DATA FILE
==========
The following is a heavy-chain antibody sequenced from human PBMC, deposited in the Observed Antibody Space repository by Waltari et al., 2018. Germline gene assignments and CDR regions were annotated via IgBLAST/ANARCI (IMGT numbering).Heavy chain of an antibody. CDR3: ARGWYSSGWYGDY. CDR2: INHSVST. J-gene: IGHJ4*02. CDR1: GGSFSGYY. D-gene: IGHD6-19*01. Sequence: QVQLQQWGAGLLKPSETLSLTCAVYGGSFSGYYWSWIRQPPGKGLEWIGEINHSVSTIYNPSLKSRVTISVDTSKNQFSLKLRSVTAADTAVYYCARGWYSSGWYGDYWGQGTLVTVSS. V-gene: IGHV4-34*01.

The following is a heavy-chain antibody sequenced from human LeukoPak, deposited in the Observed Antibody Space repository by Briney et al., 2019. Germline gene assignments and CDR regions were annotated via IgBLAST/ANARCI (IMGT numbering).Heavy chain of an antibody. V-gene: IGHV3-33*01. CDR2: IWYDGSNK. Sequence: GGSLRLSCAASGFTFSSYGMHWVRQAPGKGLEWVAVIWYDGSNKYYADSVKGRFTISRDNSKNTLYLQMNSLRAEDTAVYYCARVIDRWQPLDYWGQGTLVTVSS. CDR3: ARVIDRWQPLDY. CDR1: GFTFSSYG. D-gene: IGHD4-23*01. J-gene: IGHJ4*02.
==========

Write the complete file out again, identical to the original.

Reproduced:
The following is a heavy-chain antibody sequenced from human PBMC, deposited in the Observed Antibody Space repository by Waltari et al., 2018. Germline gene assignments and CDR regions were annotated via IgBLAST/ANARCI (IMGT numbering).Heavy chain of an antibody. CDR3: ARGWYSSGWYGDY. CDR2: INHSVST. J-gene: IGHJ4*02. CDR1: GGSFSGYY. D-gene: IGHD6-19*01. Sequence: QVQLQQWGAGLLKPSETLSLTCAVYGGSFSGYYWSWIRQPPGKGLEWIGEINHSVSTIYNPSLKSRVTISVDTSKNQFSLKLRSVTAADTAVYYCARGWYSSGWYGDYWGQGTLVTVSS. V-gene: IGHV4-34*01.

The following is a heavy-chain antibody sequenced from human LeukoPak, deposited in the Observed Antibody Space repository by Briney et al., 2019. Germline gene assignments and CDR regions were annotated via IgBLAST/ANARCI (IMGT numbering).Heavy chain of an antibody. V-gene: IGHV3-33*01. CDR2: IWYDGSNK. Sequence: GGSLRLSCAASGFTFSSYGMHWVRQAPGKGLEWVAVIWYDGSNKYYADSVKGRFTISRDNSKNTLYLQMNSLRAEDTAVYYCARVIDRWQPLDYWGQGTLVTVSS. CDR3: ARVIDRWQPLDY. CDR1: GFTFSSYG. D-gene: IGHD4-23*01. J-gene: IGHJ4*02.